Therefore, our tradition insists that Shabbat is not for the purpose of productivity. Rather, quite the contrary, “labor is the means toward an end,” as Rabbi Abraham Joshua Heschel argues in The Sabbath, his stirring love letter to Shabbat (Heschel 14). We work for the sake of rest, not the other way around. In Heschel’s words, “the Sabbath is not for the sake of the weekdays; the weekdays are for the sake of Sabbath” (Heschel 14).
Shabbat, in this sense, is about ceasing our pursuits to remind us that we actually need not pursue; it beckons us to remember who and what we truly are. In Heschel’s words, Shabbat exists in order for us to “abandon our plebeian pursuits and reclaim our authentic state, in which we may partake of a blessedness in which we are what we are, regardless of whether we are learned or not, of whether our career is a success or a failure” (Heschel 30).
Heschel describes this kind of “perfect rest” as “an art,” and I would argue that it is indeed an increasingly lost art.
I can say that, personally, refraining from productive work on Shabbat has grown more challenging over the years. Some of that is invariably due to my chosen profession. Don’t get me wrong, I cherish, and am extremely fulfilled by, the work I do. Getting to be a rabbi is an extraordinary blessing; a great privilege. Yet as the spiritual leader of a congregation, it’s hard to claim that my activities on Shabbat, such as leading services and teaching Torah, while perhaps not technically violating the letter of the law, do not in some way undermine its spirit.
The pandemic has only exacerbated this challenge. Adapting to the moment required the use of technology I would have previously considered to be off-limits, and while I don’t regret how we found ways to safely and meaningfully keep our community connected to each other and God during this difficult time, I have to admit that, once the electronic devices are on and being used for one purpose, I have found it harder and harder to turn them off and avoid using them for other, less sabbath-appropriate, purposes.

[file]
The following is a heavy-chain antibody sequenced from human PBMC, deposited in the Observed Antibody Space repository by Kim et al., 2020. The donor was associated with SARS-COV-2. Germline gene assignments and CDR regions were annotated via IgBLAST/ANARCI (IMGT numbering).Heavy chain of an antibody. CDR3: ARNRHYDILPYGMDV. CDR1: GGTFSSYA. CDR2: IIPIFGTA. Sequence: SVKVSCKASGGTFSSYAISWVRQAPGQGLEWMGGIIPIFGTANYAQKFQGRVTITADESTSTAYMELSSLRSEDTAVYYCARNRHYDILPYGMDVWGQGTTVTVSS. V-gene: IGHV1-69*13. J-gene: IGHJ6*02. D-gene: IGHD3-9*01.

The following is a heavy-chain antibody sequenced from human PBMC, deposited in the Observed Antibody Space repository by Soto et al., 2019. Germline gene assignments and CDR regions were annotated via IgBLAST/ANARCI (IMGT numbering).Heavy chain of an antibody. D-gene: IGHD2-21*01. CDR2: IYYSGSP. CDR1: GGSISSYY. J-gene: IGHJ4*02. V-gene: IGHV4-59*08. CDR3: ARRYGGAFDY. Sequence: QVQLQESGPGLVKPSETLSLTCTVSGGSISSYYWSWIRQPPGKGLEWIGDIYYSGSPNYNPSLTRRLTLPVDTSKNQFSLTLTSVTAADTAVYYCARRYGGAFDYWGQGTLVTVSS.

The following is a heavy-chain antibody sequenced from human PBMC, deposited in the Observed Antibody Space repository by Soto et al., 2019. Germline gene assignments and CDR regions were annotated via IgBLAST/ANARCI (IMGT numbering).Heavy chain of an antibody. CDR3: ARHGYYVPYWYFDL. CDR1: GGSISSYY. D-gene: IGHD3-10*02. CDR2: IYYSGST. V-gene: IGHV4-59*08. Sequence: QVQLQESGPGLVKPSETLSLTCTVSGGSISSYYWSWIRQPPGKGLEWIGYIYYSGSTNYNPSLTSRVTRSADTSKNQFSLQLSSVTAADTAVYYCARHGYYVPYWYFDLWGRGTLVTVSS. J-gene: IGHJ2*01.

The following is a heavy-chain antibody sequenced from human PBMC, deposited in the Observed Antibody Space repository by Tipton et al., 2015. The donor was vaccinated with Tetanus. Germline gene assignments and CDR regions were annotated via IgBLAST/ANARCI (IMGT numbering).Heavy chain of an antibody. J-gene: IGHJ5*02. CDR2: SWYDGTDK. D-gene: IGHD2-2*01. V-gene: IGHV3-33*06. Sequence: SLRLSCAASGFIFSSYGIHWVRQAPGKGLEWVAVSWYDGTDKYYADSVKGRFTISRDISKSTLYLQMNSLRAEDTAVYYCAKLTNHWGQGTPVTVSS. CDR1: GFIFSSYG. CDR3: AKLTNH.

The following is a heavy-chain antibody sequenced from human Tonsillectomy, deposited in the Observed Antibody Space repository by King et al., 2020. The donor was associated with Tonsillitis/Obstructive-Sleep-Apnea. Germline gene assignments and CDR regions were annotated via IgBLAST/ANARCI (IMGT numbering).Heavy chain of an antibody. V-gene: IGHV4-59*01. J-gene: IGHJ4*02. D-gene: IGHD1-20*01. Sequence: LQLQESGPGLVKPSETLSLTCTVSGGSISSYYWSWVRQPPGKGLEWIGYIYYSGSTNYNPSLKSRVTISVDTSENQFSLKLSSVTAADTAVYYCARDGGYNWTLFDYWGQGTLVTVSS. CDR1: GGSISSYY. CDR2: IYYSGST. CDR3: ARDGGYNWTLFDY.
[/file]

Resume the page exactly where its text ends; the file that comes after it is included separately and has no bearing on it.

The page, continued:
I know I’m not alone. As my rabbi and teacher Art Green observed, “all those labor saving devices, all those prepackaged foods and household gadgets that were supposed to save us so much time” seem to have freed us up merely “to work harder than ever, to answer messages ever faster, to squeeze more productivity out of each minute of our lives” (Green, Judaism’s 10 Best Ideas, 40). With each passing year, it feels as though the pressures on our time, the demand for us to be constantly at work and immediately responsive, the sense that if we are not keeping up we are falling behind, are all growing exponentially. Is it any wonder that burnout has become so pervasive, that our society is in the throes of a widespread mental health crisis? The persistent push to produce is harming us and indeed our entire civilization – mind, body, and soul. We desperately need Shabbat, now more than ever, a radical reclamation of our inherent and equal dignity, a worth that derives not from what we do, or from how much we achieve, but rather from who we fundamentally are.
Can we rediscover the lost art of perfect rest, respite not only from constant toil itself but also from our constant urge to toil? Can we embrace an opportunity not only to stop working but also to stop even preparing for work? Can we reclaim ourselves from a culture that tells us our work determines our worth?
Shabbat is the way, a day in which we not only cease productive labor but also, as we learn from the story of the wood-gatherer in this week’s parashah, cease even laboring to be productive; a day that is not preparation for something else, but rather a day that is sacred simply because it exists, reminding us that we too are sacred simply because we exist.
I may yet do some of the things I had originally envisioned doing on my sabbatical; studying, dreaming, writing. But if I do any of those activities, I will strive to engage in them not because I feel the need to be productive, but rather because they affirm and nourish my spirit. More importantly, I am hopeful that the coming months will be an opportunity for me to learn and relearn the lost art of perfect rest, to rededicate myself to the essence of Shabbat, to embrace Shabbat for Shabbat’s sake.
I am extremely grateful to our holy community for enabling me to receive anew the godly gift of Shabbat, and I am hopeful that, in my taking this time, you will feel inspired and empowered to dedicate whatever time you can for the rejuvenating rest we all need, and that the Source of Life requires.
Wishing you all an extended Shabbat Shalom.